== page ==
San Francisco Board of Supervisors to decide fate of nudity ban 

click to enlarge Chilly reception: Nudity enthusiasts have practiced what they preach at City Hall in recent weeks to protest Supervisor Scott Wiener’s proposed ban. - AP FILE PHOTO
  • AP File Photo
  • Chilly reception: Nudity enthusiasts have practiced what they preach at City Hall in recent weeks to protest Supervisor Scott Wiener’s proposed ban.

The Board of Supervisors will bare it all today regarding how they feel about a proposed citywide ban on public nudity.

The legislation, introduced by Supervisor Scott Wiener last month, will be decided by the board after recent naked protests at City Hall and federal court action by nudists arguing that the proposed law would violate their First Amendment rights.

While the nudists originally wanted to file a temporary restraining order against The City before the law is enacted, their attorney recently agreed to seek an injunction if the law passes. In the event that a majority of supervisors approve the law, Mayor Ed Lee signs it and a federal judge decides it is constitutional, all public nudity in San Francisco would end, likely starting next year.

Opponents such as former mayoral candidate George Davis have gone so far as to call Wiener’s ban “fascist” and have compared it to tactics used in Nazi Germany. But Wiener says complaints have been rolling into his office about some of the regularly seen “naked guys” who sun in the Castro district’s Jane Warner Plaza because they have been wearing genital jewelry designed to maintain an erection. Wiener’s district includes the Castro.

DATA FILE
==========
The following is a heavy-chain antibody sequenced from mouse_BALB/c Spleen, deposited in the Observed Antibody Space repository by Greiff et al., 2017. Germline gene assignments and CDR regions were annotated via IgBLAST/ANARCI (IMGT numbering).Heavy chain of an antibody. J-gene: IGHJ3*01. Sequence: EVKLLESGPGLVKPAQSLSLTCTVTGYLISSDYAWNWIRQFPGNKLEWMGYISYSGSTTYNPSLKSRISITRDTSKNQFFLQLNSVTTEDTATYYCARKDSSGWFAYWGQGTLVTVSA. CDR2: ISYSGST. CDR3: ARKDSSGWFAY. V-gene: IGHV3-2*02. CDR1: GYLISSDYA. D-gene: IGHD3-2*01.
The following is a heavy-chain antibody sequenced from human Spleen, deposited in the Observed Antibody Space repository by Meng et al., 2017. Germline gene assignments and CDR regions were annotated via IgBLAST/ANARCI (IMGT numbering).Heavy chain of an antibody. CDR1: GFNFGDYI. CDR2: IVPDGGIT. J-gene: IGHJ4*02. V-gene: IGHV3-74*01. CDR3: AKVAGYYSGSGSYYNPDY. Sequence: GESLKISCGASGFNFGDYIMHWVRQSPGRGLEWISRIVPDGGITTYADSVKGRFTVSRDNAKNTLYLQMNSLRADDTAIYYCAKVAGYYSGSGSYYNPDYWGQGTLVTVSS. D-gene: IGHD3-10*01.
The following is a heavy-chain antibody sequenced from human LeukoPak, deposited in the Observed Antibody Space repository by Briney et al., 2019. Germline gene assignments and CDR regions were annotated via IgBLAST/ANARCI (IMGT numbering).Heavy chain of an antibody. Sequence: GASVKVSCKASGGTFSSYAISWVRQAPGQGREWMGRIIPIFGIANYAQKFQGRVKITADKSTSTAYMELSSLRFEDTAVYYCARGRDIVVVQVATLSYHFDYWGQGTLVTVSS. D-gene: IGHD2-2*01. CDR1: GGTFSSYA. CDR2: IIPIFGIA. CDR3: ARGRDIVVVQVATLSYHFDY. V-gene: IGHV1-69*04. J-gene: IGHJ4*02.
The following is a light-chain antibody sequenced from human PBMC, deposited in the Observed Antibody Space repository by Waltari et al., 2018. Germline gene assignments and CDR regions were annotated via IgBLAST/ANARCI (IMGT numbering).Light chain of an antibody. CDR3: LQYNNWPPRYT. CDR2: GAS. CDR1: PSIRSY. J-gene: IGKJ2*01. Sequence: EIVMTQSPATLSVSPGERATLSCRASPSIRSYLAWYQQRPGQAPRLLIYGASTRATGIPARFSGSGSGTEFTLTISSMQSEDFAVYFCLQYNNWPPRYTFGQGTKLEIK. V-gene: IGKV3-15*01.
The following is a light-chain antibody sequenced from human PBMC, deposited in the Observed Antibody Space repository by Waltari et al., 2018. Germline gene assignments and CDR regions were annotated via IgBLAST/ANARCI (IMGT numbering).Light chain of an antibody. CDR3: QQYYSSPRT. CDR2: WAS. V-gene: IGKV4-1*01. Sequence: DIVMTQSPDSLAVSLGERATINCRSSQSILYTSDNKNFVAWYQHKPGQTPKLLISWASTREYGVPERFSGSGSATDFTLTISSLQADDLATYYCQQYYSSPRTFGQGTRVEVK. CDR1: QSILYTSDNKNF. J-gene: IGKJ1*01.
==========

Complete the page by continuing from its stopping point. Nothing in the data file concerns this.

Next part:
While California law does not specifically address nudity, it forbids “lewd behavior,” which has been construed to include walking around in public with an erection.

Wiener successfully passed a law last year to require that publicly naked people put a cloth buffer between their bodies and any public seating, but nudists said it was simply codifying what was already etiquette.

The law would impose fines for nudity-related infractions — $100 for a first offense and $200 for a second offense within a year. While the Recreation and Park and Port of San Francisco codes require a mandatory misdemeanor criminal charge for a third offense within a year, Wiener’s law would allow for either a misdemeanor charge or an additional infraction ticket of $500.

Wiener has noted that San Jose and Berkeley already impose public-nudity bans. The law would allow nudity at permitted parades and big annual events such as Zazzle Bay to Breakers and the Folsom Street Fair.

dschreiber@sfexaminer.com

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Dan Schreiber

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